MIJF: ELIO VILLAFRANCA PERFORMANCE REVIEW


Pictured: Elio Villafranca (Photoggrapher: Kasia Idzkowska)

The Melbourne International Jazz Festival offers a great selection of musical talents and Elio VIllafranca’s performance ended the last days of the festival on a high. The Cuban-born, New York based composer, pianist and band leader left his mark on his first trip to Melbourne, while not being new to Australia.


Performing at The Night Cat in Fitzroyon his first time to Melbourne, he made his show one to remember. Presenting selected songs off his latest album,Cinque,with an eclectic band, we were treated to a group that effortlessly harmonised with incredible chemistry,despite having very little meeting (and rehearsing) times!


Cinque, Villafranca’s highly praised and Grammy nominated album, tells of the Congolese heritage and its forced union through the migration of Africans to the Americas. Their impact, especially musically, was one of the biggest influences on Cuban culture and you’re able to hear (and see) this in Villafranca’s album through the rhythm, drums, singing and dance.


Elio brings together the shared tradition of the Afro-Caribbean culture together, sequentially starting from Africa, to Cuba, to the US and back to Africa again, with his album emphasising the Congolese as the largest culture group brought to Cuba during the Slave Trade.


The performance begins with a narrator introducing the backstory before the band follow with El Rey de Congo (“the King of the Congo”) and there begins our journey through masterfully curated fusions of piano, narration, African elements of chanting and dancing, and contemporary jazz.Complex polyrhythms by the percussive sections blend skillfully with Elio’s well-paced playing and ornamentation, giving way to the powerful brass instruments.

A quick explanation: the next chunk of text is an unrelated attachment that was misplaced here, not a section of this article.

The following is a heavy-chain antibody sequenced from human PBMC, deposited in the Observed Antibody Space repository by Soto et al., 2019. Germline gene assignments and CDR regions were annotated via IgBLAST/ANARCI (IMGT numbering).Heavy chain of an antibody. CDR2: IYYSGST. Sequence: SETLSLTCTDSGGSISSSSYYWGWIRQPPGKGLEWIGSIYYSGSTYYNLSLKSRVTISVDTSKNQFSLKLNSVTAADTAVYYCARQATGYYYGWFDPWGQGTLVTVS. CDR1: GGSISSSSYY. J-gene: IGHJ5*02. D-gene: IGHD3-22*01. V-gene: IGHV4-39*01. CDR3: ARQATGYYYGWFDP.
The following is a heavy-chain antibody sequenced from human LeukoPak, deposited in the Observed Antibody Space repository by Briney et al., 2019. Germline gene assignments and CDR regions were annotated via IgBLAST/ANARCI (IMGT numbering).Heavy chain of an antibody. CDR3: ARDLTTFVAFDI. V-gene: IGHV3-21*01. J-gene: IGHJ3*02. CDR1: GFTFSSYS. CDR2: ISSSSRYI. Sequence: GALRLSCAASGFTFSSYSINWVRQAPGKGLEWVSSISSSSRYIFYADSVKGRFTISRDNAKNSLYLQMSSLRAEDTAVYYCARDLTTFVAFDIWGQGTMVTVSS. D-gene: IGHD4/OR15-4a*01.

Pictured: Elio Villafranca (Photoggrapher: Kasia Idzkowska)

Narrations are heard in between sections, small insights into the history of the Congolese, with the music producing vivid emotion and visual imagery. As seen in The Capture, a hurried and agitated song with tension heard from all instruments, the song creates an atmosphere of unease and conflict reflecting the hostility of the slave trade. Then the beautiful ballad Elio and the band play as the penultimate song visibly show each members heartfelt emotion to it.


The whole performance worked perfectly with Elio being the binding piece of each song, never overly putting himself in the spotlight but rather letting everyone shine on their own instruments.Without fail, Elio and the band keep the audience engaged throughout, not only by its powerful messages and exciting solos, but by constantly engaging the audience from all sides of the room through instructed clapping rhythms and dance moves.The performance ended with a conga line to Cuban music which is hard to resist.


Not only was the performance enjoyable and immensely impressive from all musicians, but also offered the culture of Cuba, its history and especially the people, who were wonderfully celebrated that day.


Rating: 9/10